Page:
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Old 06-10-2017, 09:32 PM   #1
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Any reason to NOT run Norcold 3-way fridge on DC while plugged into shore power

New Jay Series pop-up owner. My fridge runs on propane and DC fine. I don't seem to get any cooling when on AC. I ran it on DC while connected to shore power during my initial shake down testing. Then I discovered a dusty faded label in the fridge control area that said Do Not Run Refrigerator on DC While Plugged into Shore Power.
I could not find that warning in the owners manual, Norcold website or the forums. What's the down side?


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Old 06-10-2017, 10:03 PM   #2
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Have you checked the 120 volt circuit breaker? The frig should also be connected to a gfi outlet chain. Wit that said does you outside outlet work?

If that does not fix the issue, pull the outside service panel, and you should find a small fuse check it.

The issue probably is, you need to replace the electric heating element. That is harder to troubleshoot to ensure that is the issue. But a freind had to replies last fall. 2 way frig, worked on gas not electric. New electric element and it worked great.
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Old 06-10-2017, 11:22 PM   #3
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Any reason to NOT run Norcold 3-way fridge on DC while plugged into shore power

All the 120 outlets work, including the one the fridge plugs into. GCFI tests and resets good. Fuses looked good. I wasn't getting power to the 120 spade connectors in the outside service panel. So, I'm guessing it's the element. Which does look like a bigger repair job.

In the mean time, what would be the problem with running on DC while plugged into shore power? Bad for battery or converter?


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Old 06-15-2017, 11:13 AM   #4
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Originally Posted by Jagiven View Post
Have you checked the 120 volt circuit breaker? The frig should also be connected to a gfi outlet chain. Wit that said does you outside outlet work?

If that does not fix the issue, pull the outside service panel, and you should find a small fuse check it.

The issue probably is, you need to replace the electric heating element. That is harder to troubleshoot to ensure that is the issue. But a freind had to replies last fall. 2 way frig, worked on gas not electric. New electric element and it worked great.
Refrigerators in RV's are not required by the NEC (section 551.41C) to be wired to GFCI's and industry standards are to not wire a refrigerator on a GFCI circuit because the GFCI can trip and you may incur spoiled food.
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Old 06-15-2017, 01:58 PM   #5
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I'm not sure but I think that is a pretty high amp output for the converter on a constant basis.. I'd flip it over to gas and be done with it.. They don't use that much propane and the propane seems to cool the fridge better than power..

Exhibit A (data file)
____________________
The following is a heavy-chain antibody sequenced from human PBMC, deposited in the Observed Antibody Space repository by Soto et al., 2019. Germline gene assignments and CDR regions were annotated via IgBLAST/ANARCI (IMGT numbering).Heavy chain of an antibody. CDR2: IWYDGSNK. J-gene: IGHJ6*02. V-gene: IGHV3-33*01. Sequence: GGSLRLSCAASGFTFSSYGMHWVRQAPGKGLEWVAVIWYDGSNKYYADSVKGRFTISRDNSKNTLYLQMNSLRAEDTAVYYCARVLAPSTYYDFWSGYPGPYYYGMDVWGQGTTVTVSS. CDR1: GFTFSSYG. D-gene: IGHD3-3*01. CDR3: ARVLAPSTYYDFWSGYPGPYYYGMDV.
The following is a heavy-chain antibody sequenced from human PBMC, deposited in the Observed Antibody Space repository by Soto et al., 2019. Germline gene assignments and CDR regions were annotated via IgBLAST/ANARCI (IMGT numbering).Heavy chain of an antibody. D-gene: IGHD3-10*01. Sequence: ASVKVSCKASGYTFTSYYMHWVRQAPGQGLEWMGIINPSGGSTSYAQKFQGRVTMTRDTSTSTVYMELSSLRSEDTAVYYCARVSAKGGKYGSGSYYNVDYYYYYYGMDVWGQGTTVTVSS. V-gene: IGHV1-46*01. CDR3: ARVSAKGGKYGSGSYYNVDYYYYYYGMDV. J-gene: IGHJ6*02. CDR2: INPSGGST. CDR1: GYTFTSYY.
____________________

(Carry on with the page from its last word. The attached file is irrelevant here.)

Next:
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Old 06-19-2017, 05:24 AM   #6
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Thanks for the input. I think I'm going to go with DC and propane for now. Investigating the 120 element replacement will be later project.


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Old 06-28-2017, 08:51 PM   #7
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I'm not sure but I think that is a pretty high amp output for the converter on a constant basis.. I'd flip it over to gas and be done with it.. They don't use that much propane and the propane seems to cool the fridge better than power..
On our prior motorhome... we had to replace the 110v heater element a couple of times (used a LOT). Ours was a 3-way 110/12/LP fridge and when it was broken on 110, we found that it worked best on Gas as an alternative. and the worst on 12v. it takes a lot of power from your converter to run it on 12v, and gas was way more efficient.

Read up on Google and some of the YouTube sites - replacing the 110v heater is not as hard as you might think, it took me about two hours on my first try. Take good pictures of the wiring on the unit before you take it apart... and MAKE SURE the AC power is OFF from the RV!

oh... and another lesson learned - test the heater element you buy - BEFORE you start to install it... make sure it is the correct wattage and is not "Open" when you test the terminals.
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Old 06-28-2017, 11:39 PM   #8
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I'm not sure but I think that is a pretty high amp output for the converter on a constant basis.. I'd flip it over to gas and be done with it.. They don't use that much propane and the propane seems to cool the fridge better than power..
For a small Norcold 2.7 cu. ft. unit it's listed as 12amps when using 12vdc. A 4.5 cu. ft unit is over 14amps. We tend to run ours on propane most of the time as it does cool better than on 120vac.
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Old 06-28-2017, 11:43 PM   #9
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Any reason to NOT run Norcold 3-way fridge on DC while plugged into shore power

Thanks for all the input. Since the 12v and gas work I'm not in a crunch to replace the 120 element. But good to know that it's doable in the driveway


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